The norms identified in the March 2011 survey were put on poster board and are present at all of these events.

FALL 2012

The Enough Is Enough committee has started working on a design for a new logo. The campaign was introduced to all incoming first year students at our Sexual Assault Awareness program with ''Kelly and Becca” during First Days. The kick off continued  by presenting the pledge and working in support of the Diversity day during the first week of classes.  We again held our Take back the Night Event with about 300 participants.

The committee's focus this year is to widen our scope and help other constituencies on campus recognize when their events fit within the Enough Is Enough initiative.  We hope to have the EIE logo included on advertisements for all programs that address issues of violence on campus.    We participated in support of Rachel's Challenge which was presented by the Center for Service and Community Involvement and again had our pledge present for students, staff and faculty to sign. We are beginning work on a new video to be launched in the spring and will be looking to address issues related to how students treat each other through technology with targeted messages via the SNHU Facebook page and a campus wide program designed to address this issue.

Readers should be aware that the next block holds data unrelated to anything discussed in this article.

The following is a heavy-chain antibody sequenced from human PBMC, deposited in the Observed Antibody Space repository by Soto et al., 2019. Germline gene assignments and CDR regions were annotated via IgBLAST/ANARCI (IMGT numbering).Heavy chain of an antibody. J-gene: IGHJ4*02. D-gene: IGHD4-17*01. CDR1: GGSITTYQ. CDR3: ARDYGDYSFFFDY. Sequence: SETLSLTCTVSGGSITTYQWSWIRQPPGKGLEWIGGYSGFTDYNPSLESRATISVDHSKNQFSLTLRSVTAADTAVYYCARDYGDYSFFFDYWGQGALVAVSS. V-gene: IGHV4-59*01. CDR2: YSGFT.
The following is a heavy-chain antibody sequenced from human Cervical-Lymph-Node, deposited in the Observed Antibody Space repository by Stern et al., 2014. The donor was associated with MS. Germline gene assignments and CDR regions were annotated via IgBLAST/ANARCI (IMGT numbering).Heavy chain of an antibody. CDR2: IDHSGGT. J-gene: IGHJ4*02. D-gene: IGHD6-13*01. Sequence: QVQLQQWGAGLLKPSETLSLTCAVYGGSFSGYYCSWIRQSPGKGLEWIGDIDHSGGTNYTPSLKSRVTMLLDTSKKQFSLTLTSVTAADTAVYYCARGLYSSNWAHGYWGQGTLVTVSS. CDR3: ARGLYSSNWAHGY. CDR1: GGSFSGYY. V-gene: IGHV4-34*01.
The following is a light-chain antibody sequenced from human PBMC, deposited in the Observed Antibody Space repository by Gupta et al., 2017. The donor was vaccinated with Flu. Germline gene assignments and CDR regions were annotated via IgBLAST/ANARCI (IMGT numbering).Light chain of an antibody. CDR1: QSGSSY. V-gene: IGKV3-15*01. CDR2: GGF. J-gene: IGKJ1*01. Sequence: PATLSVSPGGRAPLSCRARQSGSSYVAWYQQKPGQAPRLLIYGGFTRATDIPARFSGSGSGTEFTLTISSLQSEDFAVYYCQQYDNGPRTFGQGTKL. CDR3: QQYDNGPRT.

Spring 2013

At the start of the Spring 2013 semester the second SNHU community EIE video was launched and  the campaign was highlighted at a week focused on issues related to violence and bullying
    
Monday February 4th: was Black and White day and members of the campus community were encouraged to wear black and white to support the initiative.

Tuesday February 5th: was focused on the concept that hands and words are not for hurting and students, faculty and staff were offered the opportunity to trace their hand and sign a pledge.

Wednesday February 6th: Phi Omega Psi ,one of our Sororities,  presented the Clothesline Project with an opportunity for members of the community to create their own t-shirt

Thursday February 7th: students were given the opportunity to create door hangers with anti-bullying and anti-violence messages

Friday February 8th: was Social media day and students were able to tweet positive anti-bullying messages

The following messages were created and presented on campus scrolling televisions across campus:

How many students does it take to take a stance against violence? 
It only takes one.

If you see or hear someone being bullied, what should you do? 
     a.) Ignore it
     b.) Say something
     c.) Call public safety
     d.) Let your RA know about it
    (b, c, or d are all acceptable)

How many students report not being bullied, or physically or sexually abused by another SNHU student? (93.3 %)